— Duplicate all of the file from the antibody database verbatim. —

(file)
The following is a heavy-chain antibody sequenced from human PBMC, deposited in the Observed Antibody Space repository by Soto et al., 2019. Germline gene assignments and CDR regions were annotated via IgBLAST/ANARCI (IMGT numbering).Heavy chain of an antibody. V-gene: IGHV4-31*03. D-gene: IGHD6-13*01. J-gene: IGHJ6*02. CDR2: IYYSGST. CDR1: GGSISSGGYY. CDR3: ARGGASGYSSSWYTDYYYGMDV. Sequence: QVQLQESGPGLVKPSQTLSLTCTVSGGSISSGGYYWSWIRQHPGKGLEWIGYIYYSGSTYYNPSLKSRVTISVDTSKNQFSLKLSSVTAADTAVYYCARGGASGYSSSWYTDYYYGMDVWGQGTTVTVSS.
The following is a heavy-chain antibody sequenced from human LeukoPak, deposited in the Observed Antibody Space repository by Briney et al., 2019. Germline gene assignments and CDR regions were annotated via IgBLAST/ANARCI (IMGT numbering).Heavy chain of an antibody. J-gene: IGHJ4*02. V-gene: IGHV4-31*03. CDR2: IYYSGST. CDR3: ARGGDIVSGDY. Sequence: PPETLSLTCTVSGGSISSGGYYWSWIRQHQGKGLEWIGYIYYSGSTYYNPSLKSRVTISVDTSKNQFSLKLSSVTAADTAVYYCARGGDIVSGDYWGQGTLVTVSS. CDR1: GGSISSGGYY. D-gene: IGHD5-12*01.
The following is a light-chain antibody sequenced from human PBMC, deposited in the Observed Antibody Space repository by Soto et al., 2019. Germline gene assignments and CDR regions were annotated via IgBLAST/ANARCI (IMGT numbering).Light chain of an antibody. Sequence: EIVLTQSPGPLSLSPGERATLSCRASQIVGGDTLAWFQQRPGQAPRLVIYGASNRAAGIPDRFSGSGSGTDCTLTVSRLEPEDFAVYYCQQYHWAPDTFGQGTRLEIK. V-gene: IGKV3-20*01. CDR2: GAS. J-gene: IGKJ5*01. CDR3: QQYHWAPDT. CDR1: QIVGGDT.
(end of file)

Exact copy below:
The following is a heavy-chain antibody sequenced from human PBMC, deposited in the Observed Antibody Space repository by Soto et al., 2019. Germline gene assignments and CDR regions were annotated via IgBLAST/ANARCI (IMGT numbering).Heavy chain of an antibody. V-gene: IGHV4-31*03. D-gene: IGHD6-13*01. J-gene: IGHJ6*02. CDR2: IYYSGST. CDR1: GGSISSGGYY. CDR3: ARGGASGYSSSWYTDYYYGMDV. Sequence: QVQLQESGPGLVKPSQTLSLTCTVSGGSISSGGYYWSWIRQHPGKGLEWIGYIYYSGSTYYNPSLKSRVTISVDTSKNQFSLKLSSVTAADTAVYYCARGGASGYSSSWYTDYYYGMDVWGQGTTVTVSS.
The following is a heavy-chain antibody sequenced from human LeukoPak, deposited in the Observed Antibody Space repository by Briney et al., 2019. Germline gene assignments and CDR regions were annotated via IgBLAST/ANARCI (IMGT numbering).Heavy chain of an antibody. J-gene: IGHJ4*02. V-gene: IGHV4-31*03. CDR2: IYYSGST. CDR3: ARGGDIVSGDY. Sequence: PPETLSLTCTVSGGSISSGGYYWSWIRQHQGKGLEWIGYIYYSGSTYYNPSLKSRVTISVDTSKNQFSLKLSSVTAADTAVYYCARGGDIVSGDYWGQGTLVTVSS. CDR1: GGSISSGGYY. D-gene: IGHD5-12*01.
The following is a light-chain antibody sequenced from human PBMC, deposited in the Observed Antibody Space repository by Soto et al., 2019. Germline gene assignments and CDR regions were annotated via IgBLAST/ANARCI (IMGT numbering).Light chain of an antibody. Sequence: EIVLTQSPGPLSLSPGERATLSCRASQIVGGDTLAWFQQRPGQAPRLVIYGASNRAAGIPDRFSGSGSGTDCTLTVSRLEPEDFAVYYCQQYHWAPDTFGQGTRLEIK. V-gene: IGKV3-20*01. CDR2: GAS. J-gene: IGKJ5*01. CDR3: QQYHWAPDT. CDR1: QIVGGDT.